Councils are spying on parents who have signed over their homes to their children to dodge care home fees.


Local authority inspectors are rummaging through residents’ financial records to see if they’ve knowingly attempted to hide their property wealth.


You don’t get anything for nothing these days; you work all your life and, what for, to be informed that you’ll have to put your home up for sale and, then pay to go into a care home.

Once more the government continually take from us and, give us nothing back in return, but requires us to work our whole lives, buy our own homes and, then sell them to go into homes in our old age, so that the government can neglect them.

At one time, a husband and wife bought their own homes so that when children came along, they could have a nest egg for when they passed away and, they could go to their demise knowing that their children would be looked after through the sale of their home that they once owned.

Nevertheless, at present, nothing is sacrosanct.

You work, you buy your own home, that you hope will go to your children and, then find that they’ll get nothing because it’s all got to be used up on selling a house to be cared for in a home – makes you wonder why we really work at all.

If they expose proof that parents gave their home away as a ruse to evade care bills, they can use little known powers to coerce the family to put their property up for sale and, pay up.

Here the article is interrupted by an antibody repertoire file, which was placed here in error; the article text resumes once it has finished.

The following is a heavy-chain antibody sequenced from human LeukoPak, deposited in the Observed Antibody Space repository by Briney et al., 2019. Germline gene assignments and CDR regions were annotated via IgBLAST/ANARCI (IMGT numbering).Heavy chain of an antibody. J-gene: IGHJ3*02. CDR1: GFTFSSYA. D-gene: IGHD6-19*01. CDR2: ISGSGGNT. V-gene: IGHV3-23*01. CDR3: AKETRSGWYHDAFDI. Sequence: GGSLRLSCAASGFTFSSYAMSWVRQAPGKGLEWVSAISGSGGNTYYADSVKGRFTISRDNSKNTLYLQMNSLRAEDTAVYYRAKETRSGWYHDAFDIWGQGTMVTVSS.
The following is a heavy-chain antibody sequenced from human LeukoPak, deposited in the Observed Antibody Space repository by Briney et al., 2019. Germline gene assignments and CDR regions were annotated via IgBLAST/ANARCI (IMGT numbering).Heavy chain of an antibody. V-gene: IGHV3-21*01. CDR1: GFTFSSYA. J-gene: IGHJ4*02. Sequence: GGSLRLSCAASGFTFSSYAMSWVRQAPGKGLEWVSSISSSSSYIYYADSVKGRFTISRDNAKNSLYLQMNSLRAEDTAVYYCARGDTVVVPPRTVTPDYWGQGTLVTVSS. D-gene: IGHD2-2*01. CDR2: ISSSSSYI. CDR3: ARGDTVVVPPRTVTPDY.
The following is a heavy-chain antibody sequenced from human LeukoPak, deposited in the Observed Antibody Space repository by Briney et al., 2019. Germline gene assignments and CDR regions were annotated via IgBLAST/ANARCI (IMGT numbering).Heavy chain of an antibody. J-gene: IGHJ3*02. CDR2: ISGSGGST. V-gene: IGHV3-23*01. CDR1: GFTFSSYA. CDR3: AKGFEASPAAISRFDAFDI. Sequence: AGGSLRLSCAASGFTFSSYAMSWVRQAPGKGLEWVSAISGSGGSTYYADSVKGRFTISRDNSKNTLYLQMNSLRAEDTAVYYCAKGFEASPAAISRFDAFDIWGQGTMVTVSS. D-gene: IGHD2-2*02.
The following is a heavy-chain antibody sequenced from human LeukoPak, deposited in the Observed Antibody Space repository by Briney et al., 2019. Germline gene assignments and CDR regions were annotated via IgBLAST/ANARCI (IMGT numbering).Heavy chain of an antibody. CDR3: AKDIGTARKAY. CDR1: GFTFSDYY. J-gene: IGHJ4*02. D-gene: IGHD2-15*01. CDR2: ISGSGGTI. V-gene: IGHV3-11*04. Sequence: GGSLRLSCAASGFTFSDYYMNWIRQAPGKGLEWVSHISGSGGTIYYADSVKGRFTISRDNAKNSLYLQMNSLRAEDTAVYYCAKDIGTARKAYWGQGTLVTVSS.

One council, Buckinghamshire, verified its investigators were making such inquiries.

Leading charity Age UK is so worried at the number of families attempting to evade care fees it has published suggestions of caution of the dangers in signing over property.


This is the nonprofit organisation that has received a slice of the governments £900,000 which is supposedly going to fight fuel poverty and, teach people, giving advice to them and, as well provide sessions to vulnerable people, so consequently it looks like Age UK is no longer a nonprofit organisation if it’s being given money by the government.

It makes families aware that they may be venturing on a dangerous operation, saying that budget conscious councils are likely to look at cases where they believe deprivation of assets may have taken place.

Last night campaigners for the elderly said that the grey area of the law meant that a great deal of families could be vulnerable, losing homes already signed over.

The warning has been issued because a growing number of parents in their 60s and 70s are signing over the deeds to their homes to their children to stop it being counted for means testing.  This permits them to live in their home still, but are no longer the legal owners.


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